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The King's Mistress: Scandal, Intrigue and the True Story of the Woman Who Stole George I's Heart Hardcover – 26 Apr 2012
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'Claudia Gold's opening chapters are hectic and brilliant, like the Keystone Cops with chandeliers, as she attempts to track these ever fluctuating liaisons and dignities' Daily Express. (Daily Express)
'Gold has produced a vivid and enjoyable biography that highlights the sympathetic side of Melusine's character, while acknowledging the acquisitiveness and lack of scruple that made her so unpopular' Spectator. (Spectator)
About the Author
Claudia Gold holds a Masters degree in medieval history. She has researched and written for a number of TV documentaries. Her first book, Queen, Empress, Concubine: Fifty Women Rulers from the Queen of Sheba to Catherine the Great was published by Quercus in 2009. She lives in London with her husband and their two children.
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Sorry, not a page-turner for me as I find the book very easy to put down.
She was born in Emden, just two miles from the North Sea, on Christmas Day in 1667, the daughter ofCount Gustav Adolph and his first wife, Petronilla Ottilia. Her family were minor aristocrats whose ennoblement dated from the thirteenth century. Melusine’s father entered the service of the Elector of Brandenburg, where he was successful in forging a career. His daughter Melusine was therefore a good candidate when Sophia, the wife of the Elector of Hanover, was looking for women to serve her daughter-in-law Sophia Dorothea, wife of George, the eldest son of Elector Ernst August. Not that Hanover was an Electorate until 1692, so it was paramount to those ruling there that that exalted status be maintained, and if possible, bettered. Sophia’s potential to succeed Queen Anne in England on her childless death meant that she had lineage; and the Hanoverian dynasty was determined to succeed politically as well.
The author writes well of Melusine; almost immediately upon her arrival at the court of Hanover in 1690 she appears to have become involved in a relationship with George. There is little to suggest how they might actually have felt about each other; they carefully did not write private or intimate matters down, to ensure that such things should not fall into the wrong hands. This is a pity, as there is little to explain how their relationship actually developed. It seems to have been a fait accompli very quickly, and lasted until George’s death, King of Great Britain, in 1727. Melusine lived until 1743. Melusine and George had three daughters together, and the relationship was so entrenched (although never publicly acknowledged) that Melusine went with the Court to England on the Hanoverian succession in 1714. There, she was quickly noticed as a powerful influence, and built strong and profitable relationships with those in political and cultural power. She was clearly a remarkable woman; loyal and steadfast, discreet, affectionate and learned enough to be sought out by some of the most powerful men of the age, including Walpole. While she was never really appreciated by the English population at large, who ridiculed her appearance and lampooned her relationship with their often less-than-beloved King, she appears to have been a woman who inspired trust and affection, and loyal support from those who worked with her. She was staunchly family-oriented and stood by her daughters, as well as her siblings.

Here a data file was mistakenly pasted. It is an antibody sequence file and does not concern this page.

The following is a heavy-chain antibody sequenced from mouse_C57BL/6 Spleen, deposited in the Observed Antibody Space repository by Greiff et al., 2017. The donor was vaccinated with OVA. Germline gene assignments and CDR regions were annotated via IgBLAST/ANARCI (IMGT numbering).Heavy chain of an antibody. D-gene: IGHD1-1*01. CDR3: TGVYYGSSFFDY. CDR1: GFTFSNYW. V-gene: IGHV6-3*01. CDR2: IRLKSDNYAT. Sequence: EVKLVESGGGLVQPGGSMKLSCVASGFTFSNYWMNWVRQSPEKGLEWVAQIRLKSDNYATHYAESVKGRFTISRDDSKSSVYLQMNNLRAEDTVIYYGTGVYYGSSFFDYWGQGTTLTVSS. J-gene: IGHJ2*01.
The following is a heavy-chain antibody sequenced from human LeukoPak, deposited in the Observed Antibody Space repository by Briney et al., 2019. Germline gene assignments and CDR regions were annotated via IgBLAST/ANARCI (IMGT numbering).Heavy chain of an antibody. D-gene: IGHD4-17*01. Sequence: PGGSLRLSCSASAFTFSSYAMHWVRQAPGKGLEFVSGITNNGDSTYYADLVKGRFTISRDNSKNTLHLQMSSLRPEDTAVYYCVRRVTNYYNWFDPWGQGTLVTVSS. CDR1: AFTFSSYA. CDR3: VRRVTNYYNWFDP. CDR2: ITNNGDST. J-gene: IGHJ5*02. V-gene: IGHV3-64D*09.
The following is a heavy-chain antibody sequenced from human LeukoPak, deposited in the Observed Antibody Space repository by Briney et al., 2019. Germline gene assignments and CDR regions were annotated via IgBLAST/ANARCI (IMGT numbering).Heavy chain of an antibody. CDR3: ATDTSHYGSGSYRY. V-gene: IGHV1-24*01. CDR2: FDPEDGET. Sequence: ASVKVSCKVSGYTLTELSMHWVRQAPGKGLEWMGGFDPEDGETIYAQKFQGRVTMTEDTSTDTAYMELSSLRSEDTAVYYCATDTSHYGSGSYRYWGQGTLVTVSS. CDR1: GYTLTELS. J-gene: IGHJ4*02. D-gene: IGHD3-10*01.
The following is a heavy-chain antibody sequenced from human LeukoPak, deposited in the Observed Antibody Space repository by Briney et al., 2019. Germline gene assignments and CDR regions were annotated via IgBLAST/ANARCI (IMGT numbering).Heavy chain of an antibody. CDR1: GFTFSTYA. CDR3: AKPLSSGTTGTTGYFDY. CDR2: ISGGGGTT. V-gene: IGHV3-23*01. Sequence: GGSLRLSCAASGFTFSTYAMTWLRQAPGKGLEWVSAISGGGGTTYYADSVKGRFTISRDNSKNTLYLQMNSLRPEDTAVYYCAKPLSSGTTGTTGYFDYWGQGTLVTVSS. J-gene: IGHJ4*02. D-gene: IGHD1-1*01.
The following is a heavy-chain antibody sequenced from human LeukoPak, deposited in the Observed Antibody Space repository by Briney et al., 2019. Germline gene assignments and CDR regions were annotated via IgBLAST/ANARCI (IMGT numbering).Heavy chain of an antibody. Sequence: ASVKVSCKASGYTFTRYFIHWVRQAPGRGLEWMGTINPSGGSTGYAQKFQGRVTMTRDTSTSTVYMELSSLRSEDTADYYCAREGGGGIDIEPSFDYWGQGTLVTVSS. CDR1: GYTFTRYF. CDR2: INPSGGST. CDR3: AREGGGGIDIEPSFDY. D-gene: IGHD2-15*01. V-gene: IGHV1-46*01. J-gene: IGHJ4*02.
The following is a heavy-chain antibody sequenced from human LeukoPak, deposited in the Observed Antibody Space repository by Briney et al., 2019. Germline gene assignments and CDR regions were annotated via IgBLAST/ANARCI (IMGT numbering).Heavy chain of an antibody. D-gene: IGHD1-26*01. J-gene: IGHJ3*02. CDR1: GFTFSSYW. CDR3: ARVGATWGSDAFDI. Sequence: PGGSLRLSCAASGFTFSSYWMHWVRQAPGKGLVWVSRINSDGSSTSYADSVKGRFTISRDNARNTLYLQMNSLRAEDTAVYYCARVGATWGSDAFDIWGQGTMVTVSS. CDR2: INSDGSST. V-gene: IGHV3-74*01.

This is a wonderful read; the author has succeeded admirably in placing Melusine, a shadowy figure, in her times, and affording us a viewing of her life as part of an important era in both German and British aspects of European history. Well worth reading for anyone seeking to understand more of George of Hanover, and his Melusine.
Well Melusine von der Schulenburg belonged to this category. Of a minor baronial house she became in a short period of time George I mistress and remained his partner for the rest of his life. She was a "double Duchess (of Munster and of Kendal, a princess of the Empire and mother of his daughters. So why do we not know her well? Why is she not one of those well known royal mistresses like those of Charles II?
Well, I suppose first of all she was only duchess for life, the titles were not transmitted to her offsprings, her daughters by the King were not recogniszed and these girls did not founded great noble houses whose members played an important part in history. On top: George's scandalous marriage (a lover of his wife murdered, the divorce and imprisonment of the ex-wife). The author however seems to belive that in the end George even married Melusine, but there is no prove and rather believe that they did not marry. Melusine was not a Madame de Maintenant, the morganatic and "open-secret" second wife of Luois XIV of France.
The author has done a great job rescuing Melusine and putting her back into the rightful place as George's partner. The book is written with great style and flow. It is never boring and gives a great inside into her life. I enjoyed reading it.
However, I have a few misgivings: the first part of the book dealing with Melusine's backgroudn is fairly week. She does not even give the maiden name of her mother. There are a few, even if minor errors and the photos could have been more extensive.
All in all, a book I can recommended. It makes a wonderful addition to my ever expanding collection of books on the British royal famliy.
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